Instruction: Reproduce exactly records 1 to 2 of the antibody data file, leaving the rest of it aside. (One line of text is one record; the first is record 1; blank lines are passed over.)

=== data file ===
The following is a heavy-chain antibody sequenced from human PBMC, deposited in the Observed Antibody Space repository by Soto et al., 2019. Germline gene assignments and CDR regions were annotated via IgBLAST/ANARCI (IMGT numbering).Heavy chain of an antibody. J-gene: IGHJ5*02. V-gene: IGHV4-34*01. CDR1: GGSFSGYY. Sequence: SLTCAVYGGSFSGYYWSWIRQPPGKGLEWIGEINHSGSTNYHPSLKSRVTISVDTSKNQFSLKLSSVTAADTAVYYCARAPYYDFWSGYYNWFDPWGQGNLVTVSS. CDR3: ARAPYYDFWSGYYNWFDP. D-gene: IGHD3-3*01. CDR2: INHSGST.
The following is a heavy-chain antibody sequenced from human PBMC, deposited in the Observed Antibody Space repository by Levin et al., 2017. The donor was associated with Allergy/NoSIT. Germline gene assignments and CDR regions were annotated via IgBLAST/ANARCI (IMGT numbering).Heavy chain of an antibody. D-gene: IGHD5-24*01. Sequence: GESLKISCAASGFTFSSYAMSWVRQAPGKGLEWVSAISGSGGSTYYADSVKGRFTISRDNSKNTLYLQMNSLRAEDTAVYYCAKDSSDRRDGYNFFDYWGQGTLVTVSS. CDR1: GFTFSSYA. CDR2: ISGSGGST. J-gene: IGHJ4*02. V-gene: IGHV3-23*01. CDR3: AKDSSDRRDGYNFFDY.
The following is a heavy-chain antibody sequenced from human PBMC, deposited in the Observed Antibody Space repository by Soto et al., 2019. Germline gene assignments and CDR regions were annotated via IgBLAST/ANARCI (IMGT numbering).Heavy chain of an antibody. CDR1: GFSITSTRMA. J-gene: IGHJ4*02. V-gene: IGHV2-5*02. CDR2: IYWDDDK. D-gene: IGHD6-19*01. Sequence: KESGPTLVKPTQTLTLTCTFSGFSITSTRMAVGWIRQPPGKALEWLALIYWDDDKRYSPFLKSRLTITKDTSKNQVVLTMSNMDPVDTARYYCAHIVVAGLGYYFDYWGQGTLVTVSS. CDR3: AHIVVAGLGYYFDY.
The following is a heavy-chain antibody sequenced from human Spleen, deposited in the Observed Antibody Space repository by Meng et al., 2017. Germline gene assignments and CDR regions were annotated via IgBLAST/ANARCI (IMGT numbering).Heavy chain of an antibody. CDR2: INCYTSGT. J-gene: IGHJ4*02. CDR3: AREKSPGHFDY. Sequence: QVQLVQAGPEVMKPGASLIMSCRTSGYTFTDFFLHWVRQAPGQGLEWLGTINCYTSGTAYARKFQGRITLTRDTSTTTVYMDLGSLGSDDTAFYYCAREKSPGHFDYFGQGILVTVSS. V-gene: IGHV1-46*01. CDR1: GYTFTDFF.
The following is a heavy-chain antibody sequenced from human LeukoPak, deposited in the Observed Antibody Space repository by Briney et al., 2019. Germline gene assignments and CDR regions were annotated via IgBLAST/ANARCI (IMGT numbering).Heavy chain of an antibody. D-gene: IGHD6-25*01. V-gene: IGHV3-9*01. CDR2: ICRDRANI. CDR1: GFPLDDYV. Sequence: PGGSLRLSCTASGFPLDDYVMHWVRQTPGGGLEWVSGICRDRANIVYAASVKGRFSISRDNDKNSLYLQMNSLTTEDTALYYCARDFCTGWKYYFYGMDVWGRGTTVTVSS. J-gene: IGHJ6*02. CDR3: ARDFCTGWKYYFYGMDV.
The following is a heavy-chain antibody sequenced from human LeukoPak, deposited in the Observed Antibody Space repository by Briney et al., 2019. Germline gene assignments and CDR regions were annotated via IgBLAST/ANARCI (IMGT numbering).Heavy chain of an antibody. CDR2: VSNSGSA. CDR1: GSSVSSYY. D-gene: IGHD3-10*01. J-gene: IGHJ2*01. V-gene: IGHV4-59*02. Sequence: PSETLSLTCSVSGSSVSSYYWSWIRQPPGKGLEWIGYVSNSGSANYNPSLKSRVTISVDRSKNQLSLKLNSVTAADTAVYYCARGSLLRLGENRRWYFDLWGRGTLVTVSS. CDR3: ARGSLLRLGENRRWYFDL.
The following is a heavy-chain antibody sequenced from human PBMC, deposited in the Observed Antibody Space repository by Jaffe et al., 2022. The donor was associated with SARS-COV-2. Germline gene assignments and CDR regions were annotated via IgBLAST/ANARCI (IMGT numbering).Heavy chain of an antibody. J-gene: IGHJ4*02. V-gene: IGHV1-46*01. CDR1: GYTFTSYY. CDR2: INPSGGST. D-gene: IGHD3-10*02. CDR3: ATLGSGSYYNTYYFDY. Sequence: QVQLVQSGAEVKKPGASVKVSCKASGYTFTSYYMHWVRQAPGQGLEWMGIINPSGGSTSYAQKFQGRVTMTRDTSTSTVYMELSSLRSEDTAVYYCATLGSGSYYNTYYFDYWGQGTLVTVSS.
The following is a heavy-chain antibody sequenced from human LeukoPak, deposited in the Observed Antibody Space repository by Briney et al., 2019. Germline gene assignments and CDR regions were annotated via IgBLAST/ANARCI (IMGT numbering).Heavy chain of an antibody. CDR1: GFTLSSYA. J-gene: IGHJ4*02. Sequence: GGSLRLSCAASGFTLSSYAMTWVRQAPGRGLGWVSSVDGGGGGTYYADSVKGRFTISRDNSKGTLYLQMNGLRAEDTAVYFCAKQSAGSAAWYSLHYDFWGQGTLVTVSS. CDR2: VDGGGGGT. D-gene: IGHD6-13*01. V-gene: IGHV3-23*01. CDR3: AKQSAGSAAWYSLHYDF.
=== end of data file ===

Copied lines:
The following is a heavy-chain antibody sequenced from human PBMC, deposited in the Observed Antibody Space repository by Soto et al., 2019. Germline gene assignments and CDR regions were annotated via IgBLAST/ANARCI (IMGT numbering).Heavy chain of an antibody. J-gene: IGHJ5*02. V-gene: IGHV4-34*01. CDR1: GGSFSGYY. Sequence: SLTCAVYGGSFSGYYWSWIRQPPGKGLEWIGEINHSGSTNYHPSLKSRVTISVDTSKNQFSLKLSSVTAADTAVYYCARAPYYDFWSGYYNWFDPWGQGNLVTVSS. CDR3: ARAPYYDFWSGYYNWFDP. D-gene: IGHD3-3*01. CDR2: INHSGST.
The following is a heavy-chain antibody sequenced from human PBMC, deposited in the Observed Antibody Space repository by Levin et al., 2017. The donor was associated with Allergy/NoSIT. Germline gene assignments and CDR regions were annotated via IgBLAST/ANARCI (IMGT numbering).Heavy chain of an antibody. D-gene: IGHD5-24*01. Sequence: GESLKISCAASGFTFSSYAMSWVRQAPGKGLEWVSAISGSGGSTYYADSVKGRFTISRDNSKNTLYLQMNSLRAEDTAVYYCAKDSSDRRDGYNFFDYWGQGTLVTVSS. CDR1: GFTFSSYA. CDR2: ISGSGGST. J-gene: IGHJ4*02. V-gene: IGHV3-23*01. CDR3: AKDSSDRRDGYNFFDY.